Inflation rises at fastest pace in 40 years, pushed up by record gas prices



Record gas prices drove inflation to 8.6% for the 12 months ending in May, higher than the pace in April, according to the latest Consumer Price Index, the government’s basic inflation measure.

The reading for core CPI, which strips out volatile food and energy prices, posted a 6% increase over the same period, higher than the previous month’s level. Both readings are among the biggest jumps in prices experienced by consumers since 1981.

Overall, the increases were higher than forecast by economists, who had been expecting prices to jump by 8.3% over the 12 months ending in May, and which would have matched April’s reading. This report dashed hopes that inflation had peaked earlier this year.

“Inflation is going higher and broader with a worsening outlook,” said Sung Won Sohn, professor of finance and economics at Loyola Marymount University in Los Angeles. “The probability of a recession in the next year or so is rising. Inflation is eating away at consumers’ purchasing power. Since consumer spending accounts for about 70% of the economy, a real decrease in consumer spending would deal a big blow to the economy.”

The typical US household is spending about $460 more every month than they did last year to purchase the same basket of goods and services, said Mark Zandi, chief economist with Moody’s Analytics.

Energy prices rose 34.6% compared to a year ago, driven by a nearly 50% jump in gas prices over the last year. AAA’s tracking of gas prices shows the price of a gallon of regular gas nationwide is now at $4.99, after setting records in 31 of the last 32 days. The June CPI report due next month is certain to show another big jump in gas prices.

But energy price hikes were not limited to the record gasoline prices. Electricity prices rose 12% over the last 12 months, the biggest annual increase since 2006. And the price of natural gas being used by consumers rose 30.2%, the biggest jump since 2008.

The higher energy prices alone added 2 percentage points to the overall CPI.

It’s not just energy that is driving prices higher. The Labor Department said almost all the major components that make up the index showed increased prices.

Prices for food purchased to eat at home rose 11.9%, the largest 12-month increase since 1979, with eggs up 32.2%, milk up 15.9% and poultry up 16.6%.

The shelter index, which measures rents and other housing costs, posted a 5.5% increase, its biggest 12-month gain since 1991. While that might not be as big an increase as the double-digit price hikes in other categories, the money that consumers spend on their home, whether renting or buying, is typically the largest expenditure they make each month.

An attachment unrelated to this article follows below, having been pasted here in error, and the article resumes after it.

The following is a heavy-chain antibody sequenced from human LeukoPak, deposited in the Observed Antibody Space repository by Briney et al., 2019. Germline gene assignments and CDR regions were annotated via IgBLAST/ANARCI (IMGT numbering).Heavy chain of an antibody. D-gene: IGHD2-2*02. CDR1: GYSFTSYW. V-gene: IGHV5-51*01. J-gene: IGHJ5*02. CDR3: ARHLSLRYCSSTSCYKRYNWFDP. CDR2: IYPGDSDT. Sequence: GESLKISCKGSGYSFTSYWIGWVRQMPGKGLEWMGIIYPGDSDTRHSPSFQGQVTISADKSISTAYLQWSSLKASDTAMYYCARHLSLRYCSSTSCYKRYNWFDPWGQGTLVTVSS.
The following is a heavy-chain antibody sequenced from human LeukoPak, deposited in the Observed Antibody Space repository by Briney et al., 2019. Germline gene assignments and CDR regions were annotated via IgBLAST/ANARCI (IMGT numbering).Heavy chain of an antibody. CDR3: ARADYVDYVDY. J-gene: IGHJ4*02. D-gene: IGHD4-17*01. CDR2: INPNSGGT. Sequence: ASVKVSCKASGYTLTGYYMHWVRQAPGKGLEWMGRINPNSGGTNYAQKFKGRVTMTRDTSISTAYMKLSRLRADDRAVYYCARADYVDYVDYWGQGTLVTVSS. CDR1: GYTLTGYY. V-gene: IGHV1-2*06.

Used car prices, which had shown signs of moderating with monthly declines over the last three months, rose once again, lifting prices 16.1% over the last 12 months. Meanwhile, new car prices are up 12.6% over the same period. A shortage of computer chips has curbed production at automakers, and that limited inventory is responsible for the rise in prices.

Strong demand for air travel at the start of the summer travel season is also lifting airfares, which posted a one-month jump of 12.6% in May, the third-straight monthly rise of more than 10%. In the last 12 months, airfares are up 37.8% and fares in May are 21.7% higher than in May 2019, before the pandemic caused a near halt in demand for air travel.
The continuing high pace of inflation means the Federal Reserve is all but certain to continue to aggressively raise interest rates when it meets next week. At its May meeting, the Fed raised rates by half a percentage point, the first such move in 22 years. Another half-point hike is likely at next week’s meeting, with some forecasters now calling for a three-quarter-point hike in light of Friday’s report.
But there are worries that the Fed’s monetary tightening could plunge the US economy into a recession. That has been a major factor in the sharp decline in US stock prices in recent months that has wiped out a great deal of household wealth. Stocks were sharply lower again Friday following the inflation reading.

“Inflation is proving to be more persistent than was widely believed a year ago, when transitory was the buzzword,” said Jim Baird, chief investment officer at Plante Moran Financial Advisors. “The two key questions now? How far will the Fed go to knock inflation down, and how far can the Fed go without pushing the economy into recession?”

While the inflation report brought new attacks on the Biden administration from Republicans, White House officials sought to blame the worst of the inflation on the rise in the price of oil and gasoline after Russia invaded Ukraine. Cecilia Rouse, chair of the White House Council of Economic Advisers, said in an interview on CNN Newsroom that the 40-year high in inflation can be “almost directly tied to Putin’s invasion of Ukraine.”

“The President very much understands and we very much understand that we’ve got uncomfortably high inflation,” she said.

She said the administration’s efforts to increase taxes on wealthy Americans and corporations in order to pay for assistance on the costs of prescription drugs, child care, and energy costs would provide help for many Americans struggling with higher prices. But so far those legislative efforts have failed in the Senate.

The president, Rouse said, “is doing what he can unilaterally, but some of this will also require Congress.”



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